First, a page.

By: Randy Boyd

Hugo has a vision. He dreams of running. Fast. He dreams of running fast enough to make the Peruvian National Team for Athletes with Disabilities.  He dreams of going to a university and getting a degree. If he can make the national team, then he can get a scholarship to go to college. That is his vision. That is his dream.

Hugo Estrada was born in the Peruvian jungle 31 years ago on a farm where his father grows cocoa and coffee. Growing up with his eight siblings, he enjoyed walking and running back from school. But it was not an idyllic rural setting. It was during the time when communist revolutionaries, known as the Shining Path, terrorized the countryside.  At age 12, Hugo developed Retinitis Pigmentosa and began to gradually go blind. 

Peruvian culture isn’t kind to the blind. Often children are put in boarding schools for blind children, but the schools are not free.  Thus, parents often drop them off, pay for two months boarding in advance, and never come back for them.  The school then turns them out in the street.  Hugo was fortunate to be able to stay with his family, but they were not very supportive otherwise.  He left the jungle for Lima, the capital, three years ago and was incredibly fortunate to meet Claudia, his girlfriend, and together they are making a life in their one-room apartment (bathrooms are communal).  Determined to get the education that was interrupted in the jungle, he hopes to earn the equivalent of a high school diploma next year. He has already earned a certificate in therapy and works at a spa. In his spare time, he makes crafts for extra money. Between grants and gifts, he was able to make the trip to New York, his first time on a plane and his first time leaving Peru.

I’ve run 31 marathons, and this trip made nine New York City marathons in a row.  Every year I would either pass or be passed by Team Achilles, an organization that guides Athletes With Disabilities (AWD).  I signed up to run with Achilles and I got matched with Hugo.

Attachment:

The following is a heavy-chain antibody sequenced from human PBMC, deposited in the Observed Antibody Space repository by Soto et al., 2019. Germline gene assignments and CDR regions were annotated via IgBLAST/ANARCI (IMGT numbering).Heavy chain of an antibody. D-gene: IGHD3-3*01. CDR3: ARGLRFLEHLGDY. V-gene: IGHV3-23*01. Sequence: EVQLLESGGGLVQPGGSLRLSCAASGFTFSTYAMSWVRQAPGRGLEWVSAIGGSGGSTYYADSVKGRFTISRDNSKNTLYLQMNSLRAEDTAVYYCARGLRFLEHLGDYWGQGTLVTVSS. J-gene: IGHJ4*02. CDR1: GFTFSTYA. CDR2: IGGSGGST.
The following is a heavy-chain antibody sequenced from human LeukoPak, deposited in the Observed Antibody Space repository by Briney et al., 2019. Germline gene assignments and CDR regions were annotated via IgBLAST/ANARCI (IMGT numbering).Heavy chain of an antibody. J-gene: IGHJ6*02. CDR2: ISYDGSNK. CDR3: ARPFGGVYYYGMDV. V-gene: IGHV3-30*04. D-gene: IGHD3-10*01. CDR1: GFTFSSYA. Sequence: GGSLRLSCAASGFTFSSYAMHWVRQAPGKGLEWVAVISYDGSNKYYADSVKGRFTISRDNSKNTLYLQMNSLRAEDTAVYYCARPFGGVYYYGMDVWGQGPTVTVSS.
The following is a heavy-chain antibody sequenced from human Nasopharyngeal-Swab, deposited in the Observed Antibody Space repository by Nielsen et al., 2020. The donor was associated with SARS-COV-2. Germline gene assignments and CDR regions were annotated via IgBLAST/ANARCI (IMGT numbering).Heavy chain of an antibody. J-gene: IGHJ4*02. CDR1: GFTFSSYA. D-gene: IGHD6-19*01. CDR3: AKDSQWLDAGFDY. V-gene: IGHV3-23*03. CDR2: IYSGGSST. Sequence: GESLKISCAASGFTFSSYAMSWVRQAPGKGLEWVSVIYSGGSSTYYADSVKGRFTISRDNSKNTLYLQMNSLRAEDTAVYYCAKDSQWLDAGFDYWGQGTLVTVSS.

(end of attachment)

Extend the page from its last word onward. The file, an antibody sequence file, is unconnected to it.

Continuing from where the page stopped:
Vincent Lau, an ophthalmologist of Vietnamese descent living in Los Angeles has guided in six other races. Lau and I were paired with Hugo. Claudia emailed us beforehand that his target was 3:55, which is a very serious goal for a first marathon. We met Hugo in person for the first time on Saturday before the race and learned that while he did his first half marathon in August, his longest training run was only 18 miles.  This was disconcerting! Vincent and I developed a strategy with him, with Claudia as our translator. In spite of his goal, we assured him the most important objective of his first marathon was to finish and have fun, but we would try to put him in a position to achieve his goal.  We would start out running 8:30 miles for the first 13 miles, making sure we had the strength to have a strong second half. It’s common for first-time marathoners to start off too fast.  Hugo agreed with the plan.